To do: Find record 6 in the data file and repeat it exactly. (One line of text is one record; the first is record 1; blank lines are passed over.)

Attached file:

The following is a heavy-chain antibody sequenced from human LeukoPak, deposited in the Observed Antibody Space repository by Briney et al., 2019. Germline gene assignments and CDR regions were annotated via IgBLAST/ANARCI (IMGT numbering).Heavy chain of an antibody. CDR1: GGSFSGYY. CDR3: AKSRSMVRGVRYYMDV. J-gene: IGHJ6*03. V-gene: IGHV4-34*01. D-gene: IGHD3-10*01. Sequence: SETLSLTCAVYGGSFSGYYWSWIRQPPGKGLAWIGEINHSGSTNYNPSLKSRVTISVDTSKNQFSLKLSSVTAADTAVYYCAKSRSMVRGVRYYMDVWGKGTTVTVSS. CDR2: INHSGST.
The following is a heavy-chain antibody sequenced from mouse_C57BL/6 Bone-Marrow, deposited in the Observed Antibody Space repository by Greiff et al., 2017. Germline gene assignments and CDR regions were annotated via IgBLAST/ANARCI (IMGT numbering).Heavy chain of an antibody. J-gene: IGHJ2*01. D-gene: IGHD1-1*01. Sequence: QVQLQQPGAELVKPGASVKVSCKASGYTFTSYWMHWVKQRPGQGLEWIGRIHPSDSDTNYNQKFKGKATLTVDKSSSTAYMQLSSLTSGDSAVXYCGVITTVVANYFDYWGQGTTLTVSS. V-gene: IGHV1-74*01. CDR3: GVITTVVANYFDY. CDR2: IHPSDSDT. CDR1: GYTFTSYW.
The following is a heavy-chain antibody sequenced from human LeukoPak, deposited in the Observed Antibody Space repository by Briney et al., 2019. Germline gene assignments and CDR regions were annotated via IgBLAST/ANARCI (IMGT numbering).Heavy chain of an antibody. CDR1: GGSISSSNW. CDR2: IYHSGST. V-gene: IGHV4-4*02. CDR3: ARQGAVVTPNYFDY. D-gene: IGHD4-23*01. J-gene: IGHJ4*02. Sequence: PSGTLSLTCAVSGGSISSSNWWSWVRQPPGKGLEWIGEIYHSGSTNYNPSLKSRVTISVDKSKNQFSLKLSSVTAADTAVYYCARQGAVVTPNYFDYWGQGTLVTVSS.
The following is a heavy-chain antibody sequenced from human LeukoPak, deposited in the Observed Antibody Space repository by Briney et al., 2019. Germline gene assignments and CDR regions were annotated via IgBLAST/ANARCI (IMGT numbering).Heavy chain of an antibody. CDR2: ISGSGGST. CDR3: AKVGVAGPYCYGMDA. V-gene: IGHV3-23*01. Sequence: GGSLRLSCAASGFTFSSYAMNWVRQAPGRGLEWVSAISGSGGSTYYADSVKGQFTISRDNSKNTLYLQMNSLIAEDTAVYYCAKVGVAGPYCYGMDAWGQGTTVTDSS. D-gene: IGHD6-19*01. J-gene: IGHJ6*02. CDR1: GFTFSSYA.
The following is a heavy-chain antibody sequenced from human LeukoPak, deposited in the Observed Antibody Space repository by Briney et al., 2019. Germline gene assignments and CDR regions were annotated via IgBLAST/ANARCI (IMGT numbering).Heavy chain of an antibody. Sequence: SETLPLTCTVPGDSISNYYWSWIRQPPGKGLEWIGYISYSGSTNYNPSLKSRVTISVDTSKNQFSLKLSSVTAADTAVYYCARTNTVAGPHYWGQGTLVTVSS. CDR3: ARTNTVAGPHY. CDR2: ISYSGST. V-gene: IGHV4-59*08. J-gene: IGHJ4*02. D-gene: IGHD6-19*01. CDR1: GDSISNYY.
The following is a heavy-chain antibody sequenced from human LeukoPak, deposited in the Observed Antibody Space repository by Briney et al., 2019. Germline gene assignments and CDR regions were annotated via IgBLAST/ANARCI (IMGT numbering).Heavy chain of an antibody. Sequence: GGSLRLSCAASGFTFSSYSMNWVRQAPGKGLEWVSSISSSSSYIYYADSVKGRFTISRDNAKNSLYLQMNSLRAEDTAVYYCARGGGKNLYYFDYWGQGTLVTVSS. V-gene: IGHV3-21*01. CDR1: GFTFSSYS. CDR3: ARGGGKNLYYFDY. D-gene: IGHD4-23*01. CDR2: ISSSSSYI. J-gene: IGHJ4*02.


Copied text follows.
The following is a heavy-chain antibody sequenced from human LeukoPak, deposited in the Observed Antibody Space repository by Briney et al., 2019. Germline gene assignments and CDR regions were annotated via IgBLAST/ANARCI (IMGT numbering).Heavy chain of an antibody. Sequence: GGSLRLSCAASGFTFSSYSMNWVRQAPGKGLEWVSSISSSSSYIYYADSVKGRFTISRDNAKNSLYLQMNSLRAEDTAVYYCARGGGKNLYYFDYWGQGTLVTVSS. V-gene: IGHV3-21*01. CDR1: GFTFSSYS. CDR3: ARGGGKNLYYFDY. D-gene: IGHD4-23*01. CDR2: ISSSSSYI. J-gene: IGHJ4*02.